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Arctic News Archives - Living Organisms and Fossils

A collection of older (2003-2004) news items that relate to living organisms and fossils in the Arctic and surrounding regions. All links will take you to sites outside of the PRISM site. Use your back button to return.

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Living Organisms News - 2004

  • December 30, 2004 - Two Traditions Meet To Save Caribou. - CBC
    Scientists and Inuit hunters are banding together to try to determin why the number of caribou on Banks Island has decreased.

  • December 13, 2004 - Pollution Hotspots - BBC
    The Arctic has been designated as a pollution hotspot due to problems with Persistent Organic Pollutants (POPs) that threaten the health of humans and animals. POPs are probably carried from industrialized nations on wind currents.

  • November 16, 2004 - Arctic Animals Face Stress Of Warming Habitat - CBC
    Warming oceans, new diseases and changes in the environment are stressing many Arctic species to the point where some biologists worry that some species may not survive. Hundreds of eider ducks died last year of Avian cholera, a disease previously seen only in warmer areas. (Similar story from Belfast Telegraph.)

  • November 8, 2004 - Arctic Warming At Twice Global Rate - CNN
    Global warming is heating the Arctic almost twice as fast as the rest of the planet in a thaw that threatens millions of livelihoods and could wipe out polar bears by 2100, an eight-nation report said. (Similar story from BBC)

  • October/November, 2004 - Arctic Denizens Feel The Heat - NWF
    Climate change is adversely affecting wildlife and human communities, especially in the Arctic. For many changes in the sea ice are particularly devastating. The polar bear is already in trouble.

  • October 20, 2004 - Dinosaur Fossils Show Arctic's Jurassic Age - CBC
    Bones of a large meat-eating dinosaur have been found on a mountainside of Bylot Island.

  • October 17, 2004 - Polar Bear Migration Draws Tourists To Canadian Town - Post Gazette
    The town of Churchill, Manitoba is right in the middle of the migration route of polar bears. Many tourists come to see the hundreds of bears that pass by during the late fall.

  • October 15, 2004 - Vanishing Seabirds Worry Arctic Biologists - CBC
    Changing ice conditions are causing two species of gulls to have substantial drops in population. Other seabirds are changing their eating habits and it appears the chicks are not surviving as well on the new diet.

  • October 14, 2004 - Falcon Tracker Finds Foul Environment - Planet Ark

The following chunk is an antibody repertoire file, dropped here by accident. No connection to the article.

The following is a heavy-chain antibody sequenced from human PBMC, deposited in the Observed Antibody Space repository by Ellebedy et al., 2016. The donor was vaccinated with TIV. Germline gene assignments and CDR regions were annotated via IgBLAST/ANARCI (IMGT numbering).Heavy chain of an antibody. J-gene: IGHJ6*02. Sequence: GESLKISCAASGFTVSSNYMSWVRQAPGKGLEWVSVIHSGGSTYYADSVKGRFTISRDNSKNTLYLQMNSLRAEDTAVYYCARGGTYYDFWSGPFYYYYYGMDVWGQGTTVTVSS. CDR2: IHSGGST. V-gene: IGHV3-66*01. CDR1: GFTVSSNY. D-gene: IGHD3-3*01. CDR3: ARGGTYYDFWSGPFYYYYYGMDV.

A naturalist who tracks peregrine falcons is concerned about the loss of the birds' habitat in the ANWR if oil companies open it for drilling. He likens the area to the Oklahoma Land Rush with oil companies positioning themselves for the opening.

  • September 27, 2004 - Arctic Drilling As Divisive As Issues Get - Sacramento Bee
    Bush and Kerry appear to be widely divided in their positions about whether the Arctic National Wildlife Refuge should be opened to oil and gas drilling. Their positions are outlined here by a political analyst.

  • September 27, 2004 - Alaska Scientists Find Arctic Tundra Yields Surprising Carbon Loss - SpaceDaily
    Scientists did not find an expected link between plant growth and carbon-storage in tundra plants, but instead found that there was a big loss of carbon from the soil under simulated global warming conditions.

  • September 22, 2004 - Rock Bugs Resist Polar Extremes - BBC
    Microbe colonies (cyanobacteria) seem to thrive under rocks in the Arctic and in Antarctica, in spite of extreme ultraviolet light and frigid temperatures.

  • September 13, 2004 - More Scientific Evidence That Polar Bears Are Affected By Toxic Chemicals - ENN
    The World Wildlife Federation reports that polar bears are being contaminated by PCBs and pesticides and these chemicals are affecting the health of the animals.

  • September 11, 2004 - Polar Bear Injures Russian Explorer - Novosti
    An explorer in Franz Joseph Land was attacked and wounded by a polar bear, but will recover. (Map of Franz Joseph Land from Encarta.)

  • September 10, 2004 - Scientists Find Secret Of Life... - Independent
    Study of an Arctic crater caused by an an asteroid has led scientists to conclude that asteroids can help microbial life flourish by providing a warm, protected environment.

  • September 7, 2004 - Dark Future For White Animals In Warm Arctic - Dawn
    White fur, which has camouflaged a variety of animals in the Arctic for centuries, is now proving a detriment as the Arctic warms and ice melts revealing dark patches of ground.

  • Sept. 2, 2004 - New Swimming Reptile Fossil In Arctic - CNN
    A sixteen-foot fossil of a a new species of fish-like lizard has been found in Svalbard, Norway.

  • August 31, 2004 - Ice Clarifies Climate's Secrets - USA Today
    Pink ice, possible plant material and mud extracted from the bottom of the Greenland ice sheet at North GRIP are providing many new interesting insights into climate through the ages and possible life at the bottom of the ice sheet.

  • August 28, 2004 - Denmark Backs Down On Fishing - National Post
    Danish shrimp trawlers have been recalled from Newfoundland waters after the Canadian government warned they would close their ports to all Danish vessels if fishing was not discontinued. Canada has been worried about the overfishing by other nations, but Denmark says its quota was set too low.

  • August 27, 2004 - Toxins Accumulate In Arctic Peoples, Animals - National Geographic
    Studies of people and animals living in the Arctic have shown very high levels of chemical contaminants in their bodies. Persistent Organic Pollutants (POPs) from industrialized nations are infiltrating the food web.

  • August 25, 2004 - Arctic Ecosystem Under Threat - Washington Times
    Increased oil and gas exploration and drilling as well as overfishing, nuclear waste and the invasion of non-native species is wreaking havoc in the Barents Sea area according to the United Nations Environmental Program. (See a map of Barents Sea. View map of wells in the area. Similar story by BBC.)